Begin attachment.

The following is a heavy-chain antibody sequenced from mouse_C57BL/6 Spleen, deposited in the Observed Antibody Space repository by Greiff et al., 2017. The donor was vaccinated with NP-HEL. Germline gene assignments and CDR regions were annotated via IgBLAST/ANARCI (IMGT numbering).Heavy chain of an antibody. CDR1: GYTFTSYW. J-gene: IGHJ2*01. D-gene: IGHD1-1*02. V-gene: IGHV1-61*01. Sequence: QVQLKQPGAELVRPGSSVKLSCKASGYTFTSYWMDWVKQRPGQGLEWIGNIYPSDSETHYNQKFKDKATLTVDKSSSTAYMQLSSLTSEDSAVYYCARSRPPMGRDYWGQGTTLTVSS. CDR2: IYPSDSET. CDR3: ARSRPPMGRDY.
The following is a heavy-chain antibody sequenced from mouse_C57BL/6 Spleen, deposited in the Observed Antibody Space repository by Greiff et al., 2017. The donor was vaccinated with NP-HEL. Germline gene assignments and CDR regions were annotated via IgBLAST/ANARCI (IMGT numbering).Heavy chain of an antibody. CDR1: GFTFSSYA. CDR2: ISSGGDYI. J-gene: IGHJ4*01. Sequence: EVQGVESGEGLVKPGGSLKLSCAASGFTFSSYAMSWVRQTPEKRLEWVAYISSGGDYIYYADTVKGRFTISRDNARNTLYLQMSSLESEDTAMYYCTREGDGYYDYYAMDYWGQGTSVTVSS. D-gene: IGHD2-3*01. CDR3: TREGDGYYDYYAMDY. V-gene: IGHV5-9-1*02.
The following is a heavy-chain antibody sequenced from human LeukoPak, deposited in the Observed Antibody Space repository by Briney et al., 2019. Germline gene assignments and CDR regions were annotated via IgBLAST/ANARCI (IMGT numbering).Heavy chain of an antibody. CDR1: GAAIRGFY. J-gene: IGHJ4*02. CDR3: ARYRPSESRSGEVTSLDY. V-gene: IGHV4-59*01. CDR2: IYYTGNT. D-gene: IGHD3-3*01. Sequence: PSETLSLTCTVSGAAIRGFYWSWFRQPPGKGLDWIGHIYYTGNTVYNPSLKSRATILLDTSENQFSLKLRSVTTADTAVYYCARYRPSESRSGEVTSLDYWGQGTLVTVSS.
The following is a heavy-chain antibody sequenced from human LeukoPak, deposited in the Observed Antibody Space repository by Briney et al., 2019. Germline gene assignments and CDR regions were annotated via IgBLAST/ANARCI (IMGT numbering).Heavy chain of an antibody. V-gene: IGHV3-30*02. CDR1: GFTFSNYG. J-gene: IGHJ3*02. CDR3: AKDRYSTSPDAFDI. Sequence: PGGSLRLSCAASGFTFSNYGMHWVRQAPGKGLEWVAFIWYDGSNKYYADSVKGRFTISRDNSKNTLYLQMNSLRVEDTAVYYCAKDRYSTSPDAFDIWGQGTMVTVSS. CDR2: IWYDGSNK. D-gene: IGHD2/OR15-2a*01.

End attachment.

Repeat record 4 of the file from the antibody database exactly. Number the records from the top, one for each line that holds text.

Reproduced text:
The following is a heavy-chain antibody sequenced from human LeukoPak, deposited in the Observed Antibody Space repository by Briney et al., 2019. Germline gene assignments and CDR regions were annotated via IgBLAST/ANARCI (IMGT numbering).Heavy chain of an antibody. V-gene: IGHV3-30*02. CDR1: GFTFSNYG. J-gene: IGHJ3*02. CDR3: AKDRYSTSPDAFDI. Sequence: PGGSLRLSCAASGFTFSNYGMHWVRQAPGKGLEWVAFIWYDGSNKYYADSVKGRFTISRDNSKNTLYLQMNSLRVEDTAVYYCAKDRYSTSPDAFDIWGQGTMVTVSS. CDR2: IWYDGSNK. D-gene: IGHD2/OR15-2a*01.